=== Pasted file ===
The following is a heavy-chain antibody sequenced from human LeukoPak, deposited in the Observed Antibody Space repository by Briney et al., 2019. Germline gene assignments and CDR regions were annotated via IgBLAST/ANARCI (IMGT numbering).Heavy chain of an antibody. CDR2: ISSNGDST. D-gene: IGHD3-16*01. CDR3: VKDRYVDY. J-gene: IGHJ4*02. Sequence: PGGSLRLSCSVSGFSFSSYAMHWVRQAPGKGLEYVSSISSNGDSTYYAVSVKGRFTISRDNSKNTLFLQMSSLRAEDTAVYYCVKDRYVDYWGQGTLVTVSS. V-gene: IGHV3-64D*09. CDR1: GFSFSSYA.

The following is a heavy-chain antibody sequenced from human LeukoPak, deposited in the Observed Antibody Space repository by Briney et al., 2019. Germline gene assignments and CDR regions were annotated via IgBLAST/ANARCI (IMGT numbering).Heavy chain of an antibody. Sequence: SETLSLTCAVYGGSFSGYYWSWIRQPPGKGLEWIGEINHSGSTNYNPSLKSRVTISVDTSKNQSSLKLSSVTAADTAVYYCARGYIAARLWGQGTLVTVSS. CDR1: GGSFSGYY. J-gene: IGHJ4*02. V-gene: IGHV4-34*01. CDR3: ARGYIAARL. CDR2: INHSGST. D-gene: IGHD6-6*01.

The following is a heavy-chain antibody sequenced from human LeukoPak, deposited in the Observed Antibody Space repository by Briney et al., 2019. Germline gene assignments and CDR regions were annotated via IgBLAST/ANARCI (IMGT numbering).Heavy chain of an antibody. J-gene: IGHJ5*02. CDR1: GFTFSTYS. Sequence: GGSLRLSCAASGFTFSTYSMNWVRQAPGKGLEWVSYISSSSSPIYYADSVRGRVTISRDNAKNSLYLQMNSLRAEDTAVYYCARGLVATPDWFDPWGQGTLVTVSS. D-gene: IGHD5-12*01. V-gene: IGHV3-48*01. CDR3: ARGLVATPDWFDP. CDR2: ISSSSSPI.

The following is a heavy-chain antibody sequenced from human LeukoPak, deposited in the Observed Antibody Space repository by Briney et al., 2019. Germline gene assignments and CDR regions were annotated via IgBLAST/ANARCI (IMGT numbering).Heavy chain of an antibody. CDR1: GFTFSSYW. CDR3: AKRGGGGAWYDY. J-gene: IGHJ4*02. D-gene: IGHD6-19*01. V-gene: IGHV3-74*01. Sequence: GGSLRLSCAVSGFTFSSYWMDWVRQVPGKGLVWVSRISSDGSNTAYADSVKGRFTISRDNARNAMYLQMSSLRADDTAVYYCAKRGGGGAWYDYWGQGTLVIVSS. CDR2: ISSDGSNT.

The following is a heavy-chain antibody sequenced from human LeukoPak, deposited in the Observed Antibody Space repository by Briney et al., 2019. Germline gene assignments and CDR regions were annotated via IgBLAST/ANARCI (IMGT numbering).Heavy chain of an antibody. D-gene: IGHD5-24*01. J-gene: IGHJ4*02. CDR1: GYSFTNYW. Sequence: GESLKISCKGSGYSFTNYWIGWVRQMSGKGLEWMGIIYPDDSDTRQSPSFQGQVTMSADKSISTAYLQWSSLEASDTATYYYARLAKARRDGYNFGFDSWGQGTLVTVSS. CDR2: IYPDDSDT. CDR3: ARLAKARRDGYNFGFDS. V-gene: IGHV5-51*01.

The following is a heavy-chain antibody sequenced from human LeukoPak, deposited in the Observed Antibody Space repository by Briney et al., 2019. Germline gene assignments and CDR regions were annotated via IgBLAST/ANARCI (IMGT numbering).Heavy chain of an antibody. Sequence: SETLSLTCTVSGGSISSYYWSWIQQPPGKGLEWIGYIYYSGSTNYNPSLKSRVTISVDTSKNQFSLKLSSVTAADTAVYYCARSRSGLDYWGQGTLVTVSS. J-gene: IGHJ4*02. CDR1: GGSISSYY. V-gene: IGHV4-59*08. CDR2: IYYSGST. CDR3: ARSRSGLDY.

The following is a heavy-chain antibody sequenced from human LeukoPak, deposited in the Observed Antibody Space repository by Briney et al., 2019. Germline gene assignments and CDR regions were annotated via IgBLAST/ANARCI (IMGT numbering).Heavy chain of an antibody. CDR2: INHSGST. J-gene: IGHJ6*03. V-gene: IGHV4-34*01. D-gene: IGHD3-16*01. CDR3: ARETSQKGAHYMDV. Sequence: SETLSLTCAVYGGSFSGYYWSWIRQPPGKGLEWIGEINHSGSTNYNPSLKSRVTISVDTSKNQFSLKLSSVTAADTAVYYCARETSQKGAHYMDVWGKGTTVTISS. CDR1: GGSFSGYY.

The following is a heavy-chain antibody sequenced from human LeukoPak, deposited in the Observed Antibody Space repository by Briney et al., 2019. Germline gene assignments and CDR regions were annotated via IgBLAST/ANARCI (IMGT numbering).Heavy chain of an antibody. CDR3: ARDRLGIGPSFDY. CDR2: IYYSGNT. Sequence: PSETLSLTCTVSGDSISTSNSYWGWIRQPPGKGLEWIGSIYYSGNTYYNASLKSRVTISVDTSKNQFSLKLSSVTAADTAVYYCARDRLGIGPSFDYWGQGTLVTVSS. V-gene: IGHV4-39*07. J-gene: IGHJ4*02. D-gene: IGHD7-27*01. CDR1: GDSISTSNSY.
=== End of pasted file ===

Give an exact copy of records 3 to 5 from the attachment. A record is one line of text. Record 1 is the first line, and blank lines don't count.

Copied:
The following is a heavy-chain antibody sequenced from human LeukoPak, deposited in the Observed Antibody Space repository by Briney et al., 2019. Germline gene assignments and CDR regions were annotated via IgBLAST/ANARCI (IMGT numbering).Heavy chain of an antibody. J-gene: IGHJ5*02. CDR1: GFTFSTYS. Sequence: GGSLRLSCAASGFTFSTYSMNWVRQAPGKGLEWVSYISSSSSPIYYADSVRGRVTISRDNAKNSLYLQMNSLRAEDTAVYYCARGLVATPDWFDPWGQGTLVTVSS. D-gene: IGHD5-12*01. V-gene: IGHV3-48*01. CDR3: ARGLVATPDWFDP. CDR2: ISSSSSPI.

The following is a heavy-chain antibody sequenced from human LeukoPak, deposited in the Observed Antibody Space repository by Briney et al., 2019. Germline gene assignments and CDR regions were annotated via IgBLAST/ANARCI (IMGT numbering).Heavy chain of an antibody. CDR1: GFTFSSYW. CDR3: AKRGGGGAWYDY. J-gene: IGHJ4*02. D-gene: IGHD6-19*01. V-gene: IGHV3-74*01. Sequence: GGSLRLSCAVSGFTFSSYWMDWVRQVPGKGLVWVSRISSDGSNTAYADSVKGRFTISRDNARNAMYLQMSSLRADDTAVYYCAKRGGGGAWYDYWGQGTLVIVSS. CDR2: ISSDGSNT.

The following is a heavy-chain antibody sequenced from human LeukoPak, deposited in the Observed Antibody Space repository by Briney et al., 2019. Germline gene assignments and CDR regions were annotated via IgBLAST/ANARCI (IMGT numbering).Heavy chain of an antibody. D-gene: IGHD5-24*01. J-gene: IGHJ4*02. CDR1: GYSFTNYW. Sequence: GESLKISCKGSGYSFTNYWIGWVRQMSGKGLEWMGIIYPDDSDTRQSPSFQGQVTMSADKSISTAYLQWSSLEASDTATYYYARLAKARRDGYNFGFDSWGQGTLVTVSS. CDR2: IYPDDSDT. CDR3: ARLAKARRDGYNFGFDS. V-gene: IGHV5-51*01.